[NPR, “All Things Considered,” July 8, 1996] When my daughter came home from college she announced she wants to paint something else on her car. It's already covered with daisies. Now she wants to add cartoon depictions of the Beatles, Yellow-Submarine style, on the doors. The tape rack inside is filled with Janis Joplin, Jimi Hendrix, and the Doors. “Everybody I like is dead,” she says. Her brother David is a couple of years younger. His golden hair flows over his shoulders, and he's attempting by sheer force of willpower to generate a moustache and goatee. Wire-rim glasses complete the look. The other day I found him bent over his guitar, picking out the chords to Bob Dylan's “Like a Rolling Stone.”
[NPR, “All Things Considered,” October 6, 1997] I was thumbing through a high-brow magazine the other day and came across an interesting essay on the virtue of Hope. But before I'd finished the first page I caught them in an embarassing blooper. The author stated that hope is ranked alongside faith and love in the 23rd psalm. In case you didn't catch the faux pas, run through the 23rd psalm in your mind--you probably memorized it in kindergarten. Yes, “the Lord is my shepherd is there,” and the part about the valley of the shadow of death, but there's no mention of faith, hope, and love. For that, you have to flip to the other end of the Bible, to St. Paul's first letter to the Corinthians. In his famous meditation on love in chapter 13, he writes, “So faith, hope, and love abide, these three; but the greatest of these is love.” --Now, does it ring a bell?
[Recorded for NPR “All Things Considered,” June 21, 1996; never aired] Thirty years ago, I was sitting in a stadium screaming at the Beatles and throwing jelly beans. We’d heard that was George’s favorite, so we were doing our best to pelt him. I screamed at Herman's Hermits, too, freaked out with Frank Zappa, and then it was the Stones. But it had been a long time since I'd been to a rock concert. Recently I piled my teenage kids and a couple of their friends into the station wagon and went to hear one of their favorite bands‑‑a band I've overheard enough to enjoy myself.
[NPR, “All Things Considered,” June 6, 1996] Michael's been gone about a month now, and we miss him. In a small church like ours, you need everybody. Now the choir's down to just one bass, and the other Sunday School teachers have to do double duty. At the same time we're happy for Michael, even proud. Our little church started just three years ago, and we're almost all converts--some from various denominations, some from no faith at all. Michael was one of the few who'd actually grown up Eastern Orthodox. When he announced he wanted to join Holy Cross Monastery in the shadow of Sugarloaf Mountain, we felt somehow honored.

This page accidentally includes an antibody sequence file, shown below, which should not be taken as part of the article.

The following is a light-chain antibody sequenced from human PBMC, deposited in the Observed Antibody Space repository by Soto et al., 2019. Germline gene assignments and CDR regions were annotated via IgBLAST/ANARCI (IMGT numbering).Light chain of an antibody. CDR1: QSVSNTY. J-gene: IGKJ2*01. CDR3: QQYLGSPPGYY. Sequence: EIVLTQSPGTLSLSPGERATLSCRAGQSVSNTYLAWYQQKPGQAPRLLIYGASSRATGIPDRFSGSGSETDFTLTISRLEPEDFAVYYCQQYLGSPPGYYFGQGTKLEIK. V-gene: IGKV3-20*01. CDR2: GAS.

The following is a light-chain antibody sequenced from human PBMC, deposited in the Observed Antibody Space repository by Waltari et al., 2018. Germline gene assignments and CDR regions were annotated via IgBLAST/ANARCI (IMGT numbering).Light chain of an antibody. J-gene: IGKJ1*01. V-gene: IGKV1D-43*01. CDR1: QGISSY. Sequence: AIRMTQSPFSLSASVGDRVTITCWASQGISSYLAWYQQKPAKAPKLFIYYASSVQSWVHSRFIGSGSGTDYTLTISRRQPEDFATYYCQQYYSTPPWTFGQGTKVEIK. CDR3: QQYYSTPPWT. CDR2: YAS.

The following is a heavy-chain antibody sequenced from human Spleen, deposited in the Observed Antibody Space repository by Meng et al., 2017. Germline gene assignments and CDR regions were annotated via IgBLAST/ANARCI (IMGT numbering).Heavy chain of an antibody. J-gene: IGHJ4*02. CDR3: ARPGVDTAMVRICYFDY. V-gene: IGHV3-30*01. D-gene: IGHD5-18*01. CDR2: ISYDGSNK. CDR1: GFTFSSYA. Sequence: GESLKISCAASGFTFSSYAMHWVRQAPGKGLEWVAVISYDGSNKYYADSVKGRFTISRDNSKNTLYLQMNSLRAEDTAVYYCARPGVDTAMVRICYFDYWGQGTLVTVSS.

[Christianity Today, September 6, 1999] I didn't go to see “Austin Powers: The Spy Who Shagged Me;” I went to see the historic theater where it happened to be playing. But when those psychedelic colors started spilling off the screen I couldn't resist. Austin Powers, the ersatz James Bond, is a weenie with a Herman's Hermits haircut
[NPR, “All Things Considered,” December 27, 1996] As I zipped open the cardboard envelope a sweet, heavy fragrance began to spill out. Rifling among the magazine and newspaper clippings I found it, a plastic bag containing a cotton ball. A drop of golden oil was soaked into the cotton. I gently opened the bag, and the scent of roses spilled into the room.
[NPR, ”All Things Considered, June 7, 1999] As a convert to Orthodox Christianity, I' ve been undecided about Kosovo. While most Orthodox take a pro-Serb position, I don't feel compelled to follow; when I converted I joined a faith, not an ethnic group. Throughout history members of my Church have done both good and evil, and Serbia's Orthodox identity does not alone prove their cause is just. On the other hand, I'm reflexively anti-war, and have been since my college days during Viet Nam. Perhaps war can be a justifiable last resort, but this situation doesn' t reach that standard.
[NPR, “All Things Considered,” March 2, 1998] On the first night of Lent, as Vespers comes to an end, my husband turns from the altar. He asks everyone to form a circle around the interior of the church, and when we're in place, the person next to him--in this case, our son David--steps over to face his dad. My husband crosses himself, bows to David, then says, “Forgive me, my brother, for any way I have sinned against you. ” David says, “I forgive you,” and they embrace. Then it's David' s turn to bow to his dad and ask the same question, and receive the same forgiveness and embrace.
[NPR, “All Things Considered,” April 14, 1998] Holy Week is 501 pages long. My husband's Greek-English prayerbook begins with Palm Sunday evening, but the week actually starts the day before, Lazarus Saturday, when we commemorate the raising of Jesus's friend as a foreshadowing of Pascha. Some churches anticipate Lazarus Saturday with a service Friday evening. That's the Orthodox way: can we add a few more icing roses to the top of this cake?
[NPR, “All Things Considered,” June 8, 1998] In this ranch house in an older suburb, the carpet in the dining room is vintage orange shag. But no dining table stands on it tonight; we moved out the table and moved in a giant Rubbermaid horse trough--the hundred-gallon size. The baptismal service is in full swing. As incense rises and the choir sings, my husband, the priest, floats blessed oil on top of the warm water. Then it' s time for Mitchell to step in. Some churches sprinkle for baptism, or pour water from a silver cup. But the Eastern Orthodox Church prefers full immersion, dunking the entire person underwater.